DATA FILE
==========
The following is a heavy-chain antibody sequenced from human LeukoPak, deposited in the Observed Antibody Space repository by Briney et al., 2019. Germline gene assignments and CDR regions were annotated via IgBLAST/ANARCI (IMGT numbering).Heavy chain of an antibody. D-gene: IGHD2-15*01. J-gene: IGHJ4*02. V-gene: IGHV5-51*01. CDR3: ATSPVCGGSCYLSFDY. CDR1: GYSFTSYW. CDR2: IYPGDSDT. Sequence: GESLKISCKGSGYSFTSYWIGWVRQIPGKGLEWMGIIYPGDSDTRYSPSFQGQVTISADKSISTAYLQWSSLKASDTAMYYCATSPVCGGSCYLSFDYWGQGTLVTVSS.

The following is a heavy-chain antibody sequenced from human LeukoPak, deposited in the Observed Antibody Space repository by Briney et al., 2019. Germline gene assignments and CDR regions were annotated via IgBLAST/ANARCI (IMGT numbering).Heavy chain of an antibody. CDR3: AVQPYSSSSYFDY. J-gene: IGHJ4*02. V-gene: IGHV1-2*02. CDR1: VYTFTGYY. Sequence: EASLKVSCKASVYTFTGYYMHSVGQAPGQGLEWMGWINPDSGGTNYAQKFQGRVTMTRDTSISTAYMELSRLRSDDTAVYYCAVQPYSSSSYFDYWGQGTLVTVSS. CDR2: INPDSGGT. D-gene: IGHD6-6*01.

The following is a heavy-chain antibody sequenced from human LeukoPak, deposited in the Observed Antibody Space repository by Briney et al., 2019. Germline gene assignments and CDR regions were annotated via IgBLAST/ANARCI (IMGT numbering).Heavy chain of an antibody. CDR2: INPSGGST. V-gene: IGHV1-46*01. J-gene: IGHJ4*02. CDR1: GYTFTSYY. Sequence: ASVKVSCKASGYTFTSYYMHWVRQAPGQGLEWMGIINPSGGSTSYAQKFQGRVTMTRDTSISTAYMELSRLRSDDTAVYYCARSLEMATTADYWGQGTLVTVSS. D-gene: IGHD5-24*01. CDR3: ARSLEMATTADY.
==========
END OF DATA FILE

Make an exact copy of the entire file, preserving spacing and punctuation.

The following is a heavy-chain antibody sequenced from human LeukoPak, deposited in the Observed Antibody Space repository by Briney et al., 2019. Germline gene assignments and CDR regions were annotated via IgBLAST/ANARCI (IMGT numbering).Heavy chain of an antibody. D-gene: IGHD2-15*01. J-gene: IGHJ4*02. V-gene: IGHV5-51*01. CDR3: ATSPVCGGSCYLSFDY. CDR1: GYSFTSYW. CDR2: IYPGDSDT. Sequence: GESLKISCKGSGYSFTSYWIGWVRQIPGKGLEWMGIIYPGDSDTRYSPSFQGQVTISADKSISTAYLQWSSLKASDTAMYYCATSPVCGGSCYLSFDYWGQGTLVTVSS.

The following is a heavy-chain antibody sequenced from human LeukoPak, deposited in the Observed Antibody Space repository by Briney et al., 2019. Germline gene assignments and CDR regions were annotated via IgBLAST/ANARCI (IMGT numbering).Heavy chain of an antibody. CDR3: AVQPYSSSSYFDY. J-gene: IGHJ4*02. V-gene: IGHV1-2*02. CDR1: VYTFTGYY. Sequence: EASLKVSCKASVYTFTGYYMHSVGQAPGQGLEWMGWINPDSGGTNYAQKFQGRVTMTRDTSISTAYMELSRLRSDDTAVYYCAVQPYSSSSYFDYWGQGTLVTVSS. CDR2: INPDSGGT. D-gene: IGHD6-6*01.

The following is a heavy-chain antibody sequenced from human LeukoPak, deposited in the Observed Antibody Space repository by Briney et al., 2019. Germline gene assignments and CDR regions were annotated via IgBLAST/ANARCI (IMGT numbering).Heavy chain of an antibody. CDR2: INPSGGST. V-gene: IGHV1-46*01. J-gene: IGHJ4*02. CDR1: GYTFTSYY. Sequence: ASVKVSCKASGYTFTSYYMHWVRQAPGQGLEWMGIINPSGGSTSYAQKFQGRVTMTRDTSISTAYMELSRLRSDDTAVYYCARSLEMATTADYWGQGTLVTVSS. D-gene: IGHD5-24*01. CDR3: ARSLEMATTADY.